You can’t even claim that trying to be like Edgar Rice Burroughs leads you here – his writing, and that of other story-driven fantasy, is mostly about people, and their desires and fears. There’s no reason Magic couldn’t have a story arc about a personal quest for knowledge and growth that takes the protagonist to increasingly bizarre new worlds like Azgol and Xerex, in the vein of Ged’s long journey to Earthsea’s school of magic. There’s no reason it couldn’t tell a story with someone wandering the planes looking for a lost love, battling everyone they meet with mounting, misplaced anger and frustration, in the vein of John Carter trying to get back to Mars before the time lock on Dejah Thoris’ prison was set to open. There’s no reason it couldn’t tell a story where the main characters set out to shore up their own wealth, status, or confidence, and end up learning that the Multiverse is a stranger and more mysterious place than they realized, in the vein of Fafhrd and the Grey Mouser’s long friendship.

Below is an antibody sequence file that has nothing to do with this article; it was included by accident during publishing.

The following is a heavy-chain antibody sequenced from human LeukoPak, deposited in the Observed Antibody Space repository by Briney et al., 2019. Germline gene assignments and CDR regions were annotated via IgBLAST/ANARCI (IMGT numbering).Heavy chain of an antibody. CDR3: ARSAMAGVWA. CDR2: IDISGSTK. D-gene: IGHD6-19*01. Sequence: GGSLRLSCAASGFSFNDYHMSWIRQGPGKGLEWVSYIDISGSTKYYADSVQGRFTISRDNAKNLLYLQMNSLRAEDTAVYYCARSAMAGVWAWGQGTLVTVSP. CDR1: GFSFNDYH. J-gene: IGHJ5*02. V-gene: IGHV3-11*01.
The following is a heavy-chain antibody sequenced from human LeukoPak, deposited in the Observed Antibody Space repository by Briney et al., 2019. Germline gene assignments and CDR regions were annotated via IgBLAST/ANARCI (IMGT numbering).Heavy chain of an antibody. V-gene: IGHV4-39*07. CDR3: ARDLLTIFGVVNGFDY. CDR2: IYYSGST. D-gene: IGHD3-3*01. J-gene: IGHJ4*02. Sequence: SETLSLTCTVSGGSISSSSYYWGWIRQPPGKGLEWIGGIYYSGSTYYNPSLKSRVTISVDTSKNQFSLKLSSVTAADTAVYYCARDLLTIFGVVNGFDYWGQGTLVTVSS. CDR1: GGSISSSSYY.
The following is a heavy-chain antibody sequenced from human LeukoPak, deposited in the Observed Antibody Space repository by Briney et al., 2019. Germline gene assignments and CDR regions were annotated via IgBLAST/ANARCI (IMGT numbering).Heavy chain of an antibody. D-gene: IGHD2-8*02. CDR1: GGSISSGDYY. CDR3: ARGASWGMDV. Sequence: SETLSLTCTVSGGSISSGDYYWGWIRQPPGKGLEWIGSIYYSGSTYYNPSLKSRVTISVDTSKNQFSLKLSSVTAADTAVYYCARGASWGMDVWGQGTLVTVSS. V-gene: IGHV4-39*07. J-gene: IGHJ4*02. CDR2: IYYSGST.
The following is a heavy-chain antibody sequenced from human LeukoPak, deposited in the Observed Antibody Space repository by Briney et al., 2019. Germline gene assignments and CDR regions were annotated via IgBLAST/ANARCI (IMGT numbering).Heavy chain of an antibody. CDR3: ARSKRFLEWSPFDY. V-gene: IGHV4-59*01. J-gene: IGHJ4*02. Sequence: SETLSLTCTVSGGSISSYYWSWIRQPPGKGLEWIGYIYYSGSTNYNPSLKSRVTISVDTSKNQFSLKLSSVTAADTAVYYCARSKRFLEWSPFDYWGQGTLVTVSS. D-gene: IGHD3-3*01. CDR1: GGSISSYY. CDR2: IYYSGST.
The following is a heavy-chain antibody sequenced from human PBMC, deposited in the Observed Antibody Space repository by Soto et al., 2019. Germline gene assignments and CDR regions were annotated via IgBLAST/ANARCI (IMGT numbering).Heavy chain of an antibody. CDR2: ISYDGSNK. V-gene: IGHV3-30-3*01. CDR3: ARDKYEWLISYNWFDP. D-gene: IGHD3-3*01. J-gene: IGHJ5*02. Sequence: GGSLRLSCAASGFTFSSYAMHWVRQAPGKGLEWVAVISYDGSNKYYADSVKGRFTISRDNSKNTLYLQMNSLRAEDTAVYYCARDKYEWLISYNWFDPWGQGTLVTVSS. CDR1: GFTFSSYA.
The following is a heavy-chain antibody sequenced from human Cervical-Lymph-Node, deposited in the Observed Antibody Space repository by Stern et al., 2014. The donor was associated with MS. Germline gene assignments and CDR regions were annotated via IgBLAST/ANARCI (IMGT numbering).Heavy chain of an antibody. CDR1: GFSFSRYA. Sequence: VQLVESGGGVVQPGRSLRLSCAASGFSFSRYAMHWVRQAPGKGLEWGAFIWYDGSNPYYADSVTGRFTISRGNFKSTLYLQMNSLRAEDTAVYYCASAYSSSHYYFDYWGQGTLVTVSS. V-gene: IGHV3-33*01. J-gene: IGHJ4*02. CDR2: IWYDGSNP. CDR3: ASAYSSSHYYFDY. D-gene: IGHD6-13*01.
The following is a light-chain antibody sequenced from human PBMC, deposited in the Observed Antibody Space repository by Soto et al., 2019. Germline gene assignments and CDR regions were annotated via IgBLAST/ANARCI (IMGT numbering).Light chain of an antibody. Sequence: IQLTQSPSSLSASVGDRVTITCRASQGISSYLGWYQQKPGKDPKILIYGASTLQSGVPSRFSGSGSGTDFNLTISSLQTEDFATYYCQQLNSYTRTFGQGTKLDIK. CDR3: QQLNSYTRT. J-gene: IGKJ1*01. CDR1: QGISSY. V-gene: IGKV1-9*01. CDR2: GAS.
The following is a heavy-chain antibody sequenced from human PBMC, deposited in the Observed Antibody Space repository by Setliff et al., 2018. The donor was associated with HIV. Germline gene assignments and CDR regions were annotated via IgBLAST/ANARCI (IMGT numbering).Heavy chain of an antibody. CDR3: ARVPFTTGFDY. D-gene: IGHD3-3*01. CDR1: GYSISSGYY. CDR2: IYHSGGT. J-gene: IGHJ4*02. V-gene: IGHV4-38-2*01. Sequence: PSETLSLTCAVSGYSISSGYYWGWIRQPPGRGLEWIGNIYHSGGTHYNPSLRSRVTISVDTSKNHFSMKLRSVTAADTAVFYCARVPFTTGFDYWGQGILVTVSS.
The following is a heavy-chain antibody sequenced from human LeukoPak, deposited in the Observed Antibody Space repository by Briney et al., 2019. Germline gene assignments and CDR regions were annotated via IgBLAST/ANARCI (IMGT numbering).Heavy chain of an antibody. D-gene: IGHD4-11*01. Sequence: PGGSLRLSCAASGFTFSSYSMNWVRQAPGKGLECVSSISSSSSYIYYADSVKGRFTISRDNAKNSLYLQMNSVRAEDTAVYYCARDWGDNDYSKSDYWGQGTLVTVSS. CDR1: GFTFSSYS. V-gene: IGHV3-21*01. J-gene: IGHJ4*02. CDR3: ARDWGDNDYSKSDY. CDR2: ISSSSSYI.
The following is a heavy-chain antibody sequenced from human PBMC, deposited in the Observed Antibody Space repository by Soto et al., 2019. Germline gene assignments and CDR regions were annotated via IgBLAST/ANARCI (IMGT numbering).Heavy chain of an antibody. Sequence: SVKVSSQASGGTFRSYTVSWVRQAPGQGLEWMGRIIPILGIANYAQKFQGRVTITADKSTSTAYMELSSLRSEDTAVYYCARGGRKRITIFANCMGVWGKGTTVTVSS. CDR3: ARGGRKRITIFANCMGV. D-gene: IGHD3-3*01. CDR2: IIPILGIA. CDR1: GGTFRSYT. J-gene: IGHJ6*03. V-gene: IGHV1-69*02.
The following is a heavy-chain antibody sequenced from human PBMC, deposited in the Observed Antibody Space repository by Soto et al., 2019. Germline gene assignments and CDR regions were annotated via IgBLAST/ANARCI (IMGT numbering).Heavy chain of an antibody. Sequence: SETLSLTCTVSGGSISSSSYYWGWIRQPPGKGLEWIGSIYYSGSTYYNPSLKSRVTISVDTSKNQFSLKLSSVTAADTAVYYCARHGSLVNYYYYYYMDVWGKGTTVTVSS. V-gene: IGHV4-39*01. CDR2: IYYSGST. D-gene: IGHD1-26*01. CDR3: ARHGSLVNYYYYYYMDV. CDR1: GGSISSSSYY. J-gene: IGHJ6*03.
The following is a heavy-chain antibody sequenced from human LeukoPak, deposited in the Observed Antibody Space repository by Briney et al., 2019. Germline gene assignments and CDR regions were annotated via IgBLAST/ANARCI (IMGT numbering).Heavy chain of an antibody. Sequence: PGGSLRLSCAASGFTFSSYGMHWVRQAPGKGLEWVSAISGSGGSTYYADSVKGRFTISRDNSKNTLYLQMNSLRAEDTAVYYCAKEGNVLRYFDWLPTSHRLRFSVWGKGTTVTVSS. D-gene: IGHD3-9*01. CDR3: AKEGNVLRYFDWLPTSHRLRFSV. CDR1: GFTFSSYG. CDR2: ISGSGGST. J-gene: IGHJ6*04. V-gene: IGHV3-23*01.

I would like to believe that March of the Machine is a hint of the potential of Magic’s future. I would like to believe that they included thirty-six battle cards to show that, as the old song goes, we’ve been through wonderful worlds and still have many more to go. I would like to believe that Phyrexia’s story is done, and there are new things awaiting that we can’t yet imagine. At the moment, though, it’s too hard to tell for all the noise and confusion and recycled tropes in the set. Perhaps we should start by believing, or at least hoping, that Wizards of the Coast learns the right lessons from March of the Machine.